Tweet On “Pure Veg” Restaurant Signs Causes Stir, How Internet Reacted


The tweet was debated aggresively on the platform. (representational)

New Delhi:

A Twitter user’s post, which states that “pure veg” signboards at restaurants are “offensive” and “un-inclusive”, has left the internet divided. The user, in her tweet, wrote, “All these “pure veg” signs across food outlets are offensive and un-inclusive. Blatantly implying that other food preferences are “impure” and legitimising the discrimination against people with diverse preferences”.

The tweet has gained traction on the platform and drew a number of varying reactions. Some suggested that the Twitter user had misinterpreted the meaning of the sign, and that there was nothing problematic.

“Veg people are comfortable eating pure veg. So what’s the issue? Non-veg eaters are not barred from the same. It’s just that extra comfort zone that’s given to the veg-preferring people,” a user wrote.

“So it would be more inclusive if the restaurant did not advertise but refused to serve non-veg items?? Next, you will say boards declaring men and women toilets also need to be abolished, being discriminatory to one another?!” a comment read.

A few users tried explaining the meaning of “pure veg”. “Pure ghee doesn’t mean other ingredients are impure. It means there is no adulteration. Pure veg means it’s made in a kitchen that doesn’t cook non-veg,” a person wrote.

Another person said, “I have always thought of pure veg restaurants signs as telling vegetarians that you can safely eat here without thinking much about what all and how it’s made in this restaurant and telling non-vegetarians that we don’t serve non-veg so look for other restaurant and save your time”.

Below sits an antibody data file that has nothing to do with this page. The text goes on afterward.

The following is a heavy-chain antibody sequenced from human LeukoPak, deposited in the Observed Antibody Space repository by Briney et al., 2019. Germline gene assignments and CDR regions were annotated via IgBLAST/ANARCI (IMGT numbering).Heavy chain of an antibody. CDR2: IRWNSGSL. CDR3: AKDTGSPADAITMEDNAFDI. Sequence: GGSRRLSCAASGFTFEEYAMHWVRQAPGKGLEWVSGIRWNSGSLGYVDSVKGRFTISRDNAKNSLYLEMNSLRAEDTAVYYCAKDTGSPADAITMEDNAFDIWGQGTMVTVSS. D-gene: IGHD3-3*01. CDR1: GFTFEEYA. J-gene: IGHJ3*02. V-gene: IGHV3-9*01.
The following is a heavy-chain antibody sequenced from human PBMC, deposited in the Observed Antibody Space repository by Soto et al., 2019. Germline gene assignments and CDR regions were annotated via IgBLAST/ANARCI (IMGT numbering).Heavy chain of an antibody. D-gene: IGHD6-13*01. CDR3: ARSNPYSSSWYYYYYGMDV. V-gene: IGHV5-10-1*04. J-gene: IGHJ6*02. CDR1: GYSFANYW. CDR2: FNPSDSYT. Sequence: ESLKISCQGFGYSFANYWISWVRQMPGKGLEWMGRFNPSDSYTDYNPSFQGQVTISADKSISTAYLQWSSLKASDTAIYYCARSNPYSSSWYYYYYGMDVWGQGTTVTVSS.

“This feels like protesting with a blank placard. Pure veg refers to Vegetarian food, that’s all. Pure is to imply there is no mixing of oil, lard, or other invisible meat items. It is still wrong to discriminate based on faith/caste, but in this, it’s just Indian English,” a comment read.

Another user chimed in to say, “I get your point. But technically “Pure Veg” doesn’t mean that all other foods are impure. That term would have been “Pure food”.”

“It’s better to display beforehand rather than every person coming and asking..and how eating non-vegetarian is a choice. Eating vegetarian and running only vegetarian restaurants is also a personal choice..you can’t deny it,” a  user wrote.

So, what are your thoughts on it?

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